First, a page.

Part 3: How does self-pleasure connect to Mindfulness?

Using masturbation to find one’s own personal sexual pleasure can bring focus onto a present sensation, which like Mindfulness helps provide relaxation. So, back to that main question proposed at wine night; can masturbation be used as a form of Concentration Meditation and help to practice Mindfulness? That depends whether the individual feels that through masturbation you are paying attention on purpose, to something in the present, non-judgmentally. Unfortunately, masturbation has a lot of negative stigma around it, which makes us uncomfortable discussing the topic. In searching for articles on the topic, I found they mostly discussed males and often explained masturbation in a manner that seemed negative or deviant. I personally found myself deleting my browser history after my searches for fear of someone discovering I was reading up on such a strange topic. In order to utilize this method to practice Mindfulness, one cannot feel that they are doing something wrong, weird, strange or gross (examples of statements people have made when I have told them what I have been reading about). So I began to question myself, am I weird for making this connection? Thankfully, my answer came soon after my little one was born. Like many women after childbirth, I needed to discuss re-strengthening my pelvic floor. Many of the most reliable and educated women I know told me that kegals (an exercise where you squeeze and release your pelvic muscles – like holding in your pee) are a great way to rebuild your pelvic floor. I thought it was funny how easily people discussed an exercise that, in my opinion, is so closely related to masturbation, but do not discuss it in anyway related to personal pleasure. I decided to see a medical professional for help, and she explained that external sexual stimulation is one of the best ways to help re-strengthen the pelvic floor and can be done personally or by a partner. There was my answer, there is nothing strange at all about exploring positive self-stimulation, and in fact it is a completely normal behaviour that begins at an early age in human development. So, not only is masturbation not strange or deviant, but it has the potential to be beneficial to both mental and physical health, growth and recovery. On top of all these exciting findings further research led me to discover even more positive reasons to use masturbation to reduce stress and support our mental well-being! In addition to potentially creating an experience to help an individual practice concentrating on a present sensation, masturbation releases both dopamine and oxytocin (Mintz, 2014), additional benefits that are not found with other physical sensation practices. Dopamine and oxytocin are both feel-good neurochemicals associated with increased feelings of satisfaction (Love, 2014) and who does not want a rush of additional feel-good neurochemicals to help fight stress?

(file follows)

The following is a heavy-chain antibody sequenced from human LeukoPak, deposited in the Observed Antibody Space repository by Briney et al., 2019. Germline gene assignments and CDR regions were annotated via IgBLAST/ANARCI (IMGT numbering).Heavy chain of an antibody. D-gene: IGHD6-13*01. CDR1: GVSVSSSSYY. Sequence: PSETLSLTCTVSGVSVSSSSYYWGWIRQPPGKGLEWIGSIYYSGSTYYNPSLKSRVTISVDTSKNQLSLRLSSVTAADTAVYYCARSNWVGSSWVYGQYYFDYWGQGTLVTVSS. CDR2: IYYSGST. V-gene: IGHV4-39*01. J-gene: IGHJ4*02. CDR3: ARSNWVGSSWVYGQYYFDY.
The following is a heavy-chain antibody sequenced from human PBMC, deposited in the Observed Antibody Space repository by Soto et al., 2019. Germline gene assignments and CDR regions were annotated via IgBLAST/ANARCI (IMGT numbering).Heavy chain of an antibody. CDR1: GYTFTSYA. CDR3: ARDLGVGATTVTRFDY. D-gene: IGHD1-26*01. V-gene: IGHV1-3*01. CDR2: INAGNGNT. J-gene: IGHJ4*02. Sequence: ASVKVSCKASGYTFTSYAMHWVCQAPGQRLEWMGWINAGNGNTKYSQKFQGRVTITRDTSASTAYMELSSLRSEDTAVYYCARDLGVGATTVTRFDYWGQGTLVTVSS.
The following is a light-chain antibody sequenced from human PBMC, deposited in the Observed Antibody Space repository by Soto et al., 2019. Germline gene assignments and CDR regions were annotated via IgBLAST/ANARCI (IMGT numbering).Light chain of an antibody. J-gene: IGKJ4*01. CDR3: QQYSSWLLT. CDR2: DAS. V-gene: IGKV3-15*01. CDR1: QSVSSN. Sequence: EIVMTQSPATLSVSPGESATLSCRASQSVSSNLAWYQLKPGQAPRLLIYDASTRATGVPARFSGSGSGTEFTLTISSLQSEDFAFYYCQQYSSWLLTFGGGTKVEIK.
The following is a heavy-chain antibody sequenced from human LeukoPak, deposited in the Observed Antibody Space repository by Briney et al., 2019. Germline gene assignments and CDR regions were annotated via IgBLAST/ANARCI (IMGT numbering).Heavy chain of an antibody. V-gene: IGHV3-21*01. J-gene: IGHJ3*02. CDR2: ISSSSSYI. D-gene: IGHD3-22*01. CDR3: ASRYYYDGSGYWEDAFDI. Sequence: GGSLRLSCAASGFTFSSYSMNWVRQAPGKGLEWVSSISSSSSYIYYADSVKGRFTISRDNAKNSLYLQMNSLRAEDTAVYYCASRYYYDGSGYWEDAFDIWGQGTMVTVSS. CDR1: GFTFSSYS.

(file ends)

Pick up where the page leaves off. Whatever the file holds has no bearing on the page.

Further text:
How does one masturbate Mindfully?

Some individuals use external stimulus, such as pornography or by focusing their thoughts on sexual encounters or fantasies, in order to take part in self-pleasure, but this is not Mindful. In order to practice Concentration Meditation, the individual must focus on the physical sensations of the act. This may vary from person to person, but an example includes: finding a comfortable relaxing place free of distractions or possible intrusions. This may involve lying down, propped up on pillows, in a comfortable chair, being in a shower, etc. To begin concentrating on touch, one can start by lightly running fingertips over arms and legs, paying attention to that feeling on skin. This can evolve to moving to more sensitive areas of the body and asking oneself; what are the sensations? This will be a very personal journey that involves staying in the moment and letting thoughts pass non-judgmentally through our minds in order to achieve a pleasurable state. The purpose of the exercise is to be fully in the moment, enjoying the presence of oneself.

In summary, this article began as a fun brain storm with friends during a stressful stage in life but resulted in the discovery of another modality to practice Mindfulness in a deeply personal way that may include both mental and physical health benefits. It is not suggesting that masturbation is for everyone, nor does it claim that it is the only enjoyable way to learn how to increase concentration and become increasingly mindful. It is simply providing alternative ideas for focused physical stimulation to practice being present in the moment.

If you have any questions, comments, or want further information I would love to hear from you. Please send me an email!


Campbell, M. (2017). Teaching mindfulness and compassion. Transpersonal Psychology Review, 19(1), 45–50.

Love, T. (2014). Oxytocin, motivation and the role of dopamine. Pharmacology Biochemisty and Behavior, 119,49-60.

Mintz, L. (2014). A touchy Subject: The health benefits of masturbation: A student guest blogger touts masturbation. Psychology Today. Retrieved from:

Research roundup: Mindfulness-based stress reduction. (2014, October 23). PracticeUpdate.

Scowen, P. (2014, July 18). We need to talk about masturbation, the last great sexual taboo. The Globe and Mail. Retrived from:

Society for Humanistic Psychology Renowned Mindfulness Expert Jon Zabat-Zinn Brings Message of Mindfulness to the APA. (n.d.). Society for Humanistic Psychology. Renowned Mindfulness Expert Jon Zabat-Zinn Brings Message of Mindfulness to the APA.

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